Introduction

To be sure, there are times when God requires that we step out in faith and trust Him for the results. Such situations may be out of OUR control, but of our faculties and demeanor we still retain complete control. One of the most common, visible indicators that something being done in the name and/or with the things of God is not, in reality, truly OF God is when we observe the participants to be out of control. They are using things that under regular circumstances are subordinate to God’s desire, but in such circumstances are actually working only for their own desire. The final measure of such things is dependent on the degree to which such things agree or disagree with God’s Word.

1Now when the people saw that Moses delayed to come down from the mountain, the people assembled about Aaron and said to him, “Come, make us a god who will go before us; as for this Moses, the man who brought us up from the land of Egypt, we do not know what has become of him.”

[Read v.1]

Q: What kind of need do they exhibit and how do they go about addressing it? What does this reveal about their personality and character?

A: They have a spiritual need. They address it by doing the very things they’ve seen the Egyptians and other nations do—create and worship graven images. Although the need is legitimate, their proposal reveals that they lack the spiritual strength of character to stand on their own and do things the right way; they’re easily influenced by others.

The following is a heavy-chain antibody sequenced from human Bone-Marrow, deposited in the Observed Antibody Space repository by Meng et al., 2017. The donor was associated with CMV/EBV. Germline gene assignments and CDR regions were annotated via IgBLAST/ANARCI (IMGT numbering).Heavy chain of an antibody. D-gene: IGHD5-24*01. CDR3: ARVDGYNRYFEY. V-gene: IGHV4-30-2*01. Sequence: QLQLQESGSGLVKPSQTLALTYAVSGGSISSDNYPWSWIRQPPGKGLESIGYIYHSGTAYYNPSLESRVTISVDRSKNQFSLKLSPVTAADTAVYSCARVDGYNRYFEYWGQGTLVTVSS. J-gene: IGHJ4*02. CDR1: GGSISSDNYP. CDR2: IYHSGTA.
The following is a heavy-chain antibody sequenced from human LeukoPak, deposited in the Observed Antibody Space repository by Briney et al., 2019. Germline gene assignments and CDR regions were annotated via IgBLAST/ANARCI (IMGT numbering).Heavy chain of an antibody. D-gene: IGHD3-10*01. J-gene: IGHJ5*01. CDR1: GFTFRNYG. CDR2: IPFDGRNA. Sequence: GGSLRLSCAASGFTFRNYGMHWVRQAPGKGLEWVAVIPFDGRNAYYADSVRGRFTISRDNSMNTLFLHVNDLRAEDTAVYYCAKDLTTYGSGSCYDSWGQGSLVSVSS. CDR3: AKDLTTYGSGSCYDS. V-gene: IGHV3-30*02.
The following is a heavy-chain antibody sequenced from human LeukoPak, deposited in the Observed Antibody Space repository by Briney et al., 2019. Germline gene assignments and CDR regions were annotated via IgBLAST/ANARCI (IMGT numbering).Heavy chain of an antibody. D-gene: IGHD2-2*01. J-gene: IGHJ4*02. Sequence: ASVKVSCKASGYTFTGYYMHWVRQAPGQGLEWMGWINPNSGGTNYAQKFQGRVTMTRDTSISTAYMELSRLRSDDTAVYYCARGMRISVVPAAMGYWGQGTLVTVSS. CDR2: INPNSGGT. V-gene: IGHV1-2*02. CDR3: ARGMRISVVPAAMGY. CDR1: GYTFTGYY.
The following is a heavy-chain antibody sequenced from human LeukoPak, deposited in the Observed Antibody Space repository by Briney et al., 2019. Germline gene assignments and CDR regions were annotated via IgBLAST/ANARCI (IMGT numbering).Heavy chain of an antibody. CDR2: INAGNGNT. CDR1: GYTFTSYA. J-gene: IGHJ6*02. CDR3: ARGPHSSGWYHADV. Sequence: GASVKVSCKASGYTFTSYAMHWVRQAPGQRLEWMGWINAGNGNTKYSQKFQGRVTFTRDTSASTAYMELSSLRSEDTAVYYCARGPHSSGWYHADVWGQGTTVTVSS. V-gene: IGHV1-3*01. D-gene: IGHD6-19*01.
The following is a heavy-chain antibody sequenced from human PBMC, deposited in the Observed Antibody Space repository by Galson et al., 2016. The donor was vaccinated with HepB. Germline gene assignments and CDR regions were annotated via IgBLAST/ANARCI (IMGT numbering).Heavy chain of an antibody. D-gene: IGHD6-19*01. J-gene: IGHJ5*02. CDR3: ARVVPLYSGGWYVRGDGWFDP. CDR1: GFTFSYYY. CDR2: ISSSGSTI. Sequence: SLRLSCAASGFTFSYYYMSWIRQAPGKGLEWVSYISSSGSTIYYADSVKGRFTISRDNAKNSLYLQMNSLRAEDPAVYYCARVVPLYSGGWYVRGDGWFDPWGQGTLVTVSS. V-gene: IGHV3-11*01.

Point: Spiritual deception is often rooted in allowing someone else’s influence to replace the Word of God. Someone else’s words and ways are never a substitute for God’s Word and ways.

Q: What is probably already visible right there before them that should have served as a tangible reminder that God was still with them?

A: The cloud and pillar of fire. God’s glory—which led them every step of the way from Egypt—was probably still visible, even if now centered on the same mountain to which Moses ascended.

Q: Why didn’t they simply go look for Moses? What might that indicate about their spiritual condition?

A: They didn’t go looking for Moses because, in reality, they knew where he was: On the mountain covered by God’s glory. They were forbidden to ascend the mountain. Taken together, this indicates that on a conscience level they knew the right thing to do but sought to appease themselves according to their own desire. It was a way of getting around God’s “rules” or restrictions.

2Aaron said to them, “Tear off the gold rings which are in the ears of your wives, your sons, and your daughters, and bring them to me.”